• By acting like he's Lycus, Pseudolus manages to successfully convince Miles Gloriosus that everything is going according to plan, even as Pseudolus is playing Xanatos Speed Chess.
  • Body Sushi: A form of this decades before the trope became popularized, when someone is eating food off the belly of a scantily clad courtesan at Miles' orgy.
  • Brainless Beauty:
    • Philia, being an Affectionate Parody of The Ingenue and Purity Personified. Her song "Lovely" has Hero reassuring her that her inability to read or tell the difference between 3 and 5 doesn't matter because she's so, well, lovely.
    • And to a lesser extent, Hero. He's usually portrayed as a quite handsome young man who's rather lacking in the brains department, enchanted with Philia with Love at First Sight while deliberately ignoring his lessons.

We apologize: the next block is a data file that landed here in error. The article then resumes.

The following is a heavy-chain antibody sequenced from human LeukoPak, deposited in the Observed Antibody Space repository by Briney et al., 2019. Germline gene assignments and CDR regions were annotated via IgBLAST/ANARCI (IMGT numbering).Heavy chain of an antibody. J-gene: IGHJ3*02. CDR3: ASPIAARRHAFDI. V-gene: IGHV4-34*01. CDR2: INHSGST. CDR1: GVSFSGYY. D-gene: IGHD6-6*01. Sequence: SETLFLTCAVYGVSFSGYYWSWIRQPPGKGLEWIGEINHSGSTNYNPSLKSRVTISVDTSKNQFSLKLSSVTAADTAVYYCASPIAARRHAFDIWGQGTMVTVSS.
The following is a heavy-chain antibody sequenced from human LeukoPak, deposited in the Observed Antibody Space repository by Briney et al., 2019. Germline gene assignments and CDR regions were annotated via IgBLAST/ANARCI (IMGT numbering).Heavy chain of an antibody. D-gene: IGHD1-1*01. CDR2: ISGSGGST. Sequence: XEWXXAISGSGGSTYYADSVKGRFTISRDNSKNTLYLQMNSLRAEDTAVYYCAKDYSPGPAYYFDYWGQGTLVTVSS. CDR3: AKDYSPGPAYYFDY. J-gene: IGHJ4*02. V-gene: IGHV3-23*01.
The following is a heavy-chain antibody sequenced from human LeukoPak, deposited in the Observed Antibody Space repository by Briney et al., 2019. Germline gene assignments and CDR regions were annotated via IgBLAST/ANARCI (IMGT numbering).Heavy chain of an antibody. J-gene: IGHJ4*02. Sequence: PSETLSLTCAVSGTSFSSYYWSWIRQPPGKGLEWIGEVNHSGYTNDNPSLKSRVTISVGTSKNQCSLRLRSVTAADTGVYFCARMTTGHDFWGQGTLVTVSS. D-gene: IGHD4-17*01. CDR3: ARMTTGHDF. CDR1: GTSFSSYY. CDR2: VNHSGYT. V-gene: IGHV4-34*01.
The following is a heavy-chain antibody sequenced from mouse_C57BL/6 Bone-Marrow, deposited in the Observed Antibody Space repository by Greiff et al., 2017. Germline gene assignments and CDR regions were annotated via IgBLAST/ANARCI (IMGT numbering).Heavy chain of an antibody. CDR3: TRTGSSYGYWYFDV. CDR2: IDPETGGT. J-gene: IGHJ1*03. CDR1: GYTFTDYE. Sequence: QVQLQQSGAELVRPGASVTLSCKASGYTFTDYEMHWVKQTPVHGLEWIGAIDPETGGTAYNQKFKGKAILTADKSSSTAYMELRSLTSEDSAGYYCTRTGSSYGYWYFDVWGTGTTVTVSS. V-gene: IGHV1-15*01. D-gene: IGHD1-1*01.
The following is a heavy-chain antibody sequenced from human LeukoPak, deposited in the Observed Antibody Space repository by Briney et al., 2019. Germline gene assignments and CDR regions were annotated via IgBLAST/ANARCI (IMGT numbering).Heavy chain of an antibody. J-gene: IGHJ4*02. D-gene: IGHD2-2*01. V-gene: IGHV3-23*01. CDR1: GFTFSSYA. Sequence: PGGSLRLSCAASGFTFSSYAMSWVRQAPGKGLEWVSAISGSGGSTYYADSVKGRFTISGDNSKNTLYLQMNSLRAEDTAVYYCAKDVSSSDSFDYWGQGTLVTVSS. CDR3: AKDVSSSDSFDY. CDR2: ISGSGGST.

• Bread, Eggs, Milk, Squick: Hero says Senex can't be a suitor to Philia because "He has gas, chronic asthma, gout, and a wife."
  • Brick Joke:
    • At one point, Pseudolus disguises himself as a soothsayer and tells Erronius he is under a curse and must run seven times around the seven hills of Rome to end it, in order to get him out of the way so that they can hide someone in his house. He's seen running in the background of several scenes. Eventually, he runs into the rest of the cast, and it is revealed that Miles Gloriosus and Philia are his son and daughter, so they can't marry. Then in the last scene Eronnius counts on his fingers, shrugs, and keeps running.
    • Early in Act Two, Pseudolus touts Philia's beauty to Miles, saying "If you had been born a woman, you would have been she!" At the end, Miles and Philia turn out to be siblings.